After a man with a lawncare business in Gardendale, Alabama, saw a teenage girl cutting grass in a neighborhood he’d been servicing, he threatened to call city council. It turns out that teens mowing lawns in Gardendale are technically required to have a $110 business license to cut lawns.
It all goes back to an ordinance enacted in 2007 in the Birmingham suburb: anyone performing a service for which they are paid is obliged to first obtain a business license at a cost of $110. This meant that teens mowing lawns to earn a little pocket money over the summer were technically required to have that license.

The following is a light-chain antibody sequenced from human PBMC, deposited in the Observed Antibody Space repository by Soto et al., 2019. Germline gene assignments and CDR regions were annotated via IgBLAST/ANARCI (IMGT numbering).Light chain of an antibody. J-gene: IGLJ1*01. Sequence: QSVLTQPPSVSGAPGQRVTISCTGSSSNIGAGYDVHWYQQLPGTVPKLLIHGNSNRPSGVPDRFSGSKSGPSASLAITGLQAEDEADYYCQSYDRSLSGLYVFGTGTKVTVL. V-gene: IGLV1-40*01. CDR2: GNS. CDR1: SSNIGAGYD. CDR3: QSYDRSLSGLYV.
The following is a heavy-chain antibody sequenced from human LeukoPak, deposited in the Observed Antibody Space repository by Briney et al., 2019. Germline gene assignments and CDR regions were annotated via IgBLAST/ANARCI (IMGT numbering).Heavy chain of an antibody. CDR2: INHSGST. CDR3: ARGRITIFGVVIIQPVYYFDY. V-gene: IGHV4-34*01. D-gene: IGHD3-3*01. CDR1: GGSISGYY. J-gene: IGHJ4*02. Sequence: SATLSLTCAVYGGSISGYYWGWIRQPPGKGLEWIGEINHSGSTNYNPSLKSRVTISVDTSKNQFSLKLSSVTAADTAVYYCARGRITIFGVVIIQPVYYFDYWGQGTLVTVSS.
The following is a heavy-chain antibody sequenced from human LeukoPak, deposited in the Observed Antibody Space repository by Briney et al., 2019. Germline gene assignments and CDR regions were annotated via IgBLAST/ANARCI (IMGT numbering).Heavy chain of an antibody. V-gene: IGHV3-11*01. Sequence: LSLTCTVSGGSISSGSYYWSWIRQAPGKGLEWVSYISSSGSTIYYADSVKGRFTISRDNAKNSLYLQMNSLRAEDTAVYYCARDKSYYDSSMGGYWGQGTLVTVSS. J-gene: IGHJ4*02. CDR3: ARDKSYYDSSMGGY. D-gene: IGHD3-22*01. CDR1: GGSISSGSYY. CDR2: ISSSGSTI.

Since the dispute between the lawncare professional and the teen, the city has revised the ordinance so that exceptions are granted for full-time students. Mayor Stan Hogeland said, “It’s commendable and I want kids to do it. They’re learning the value of a dollar, and the value and rewards of hard work.”
“I wanted that young lady to be protected and I don’t want another kid in our town to have to feel like they’re looking over their shoulder, wondering if they’re going to get in trouble, and I think that with this ordinance, we’ve proved, ’Hey, we’ve got your back.’”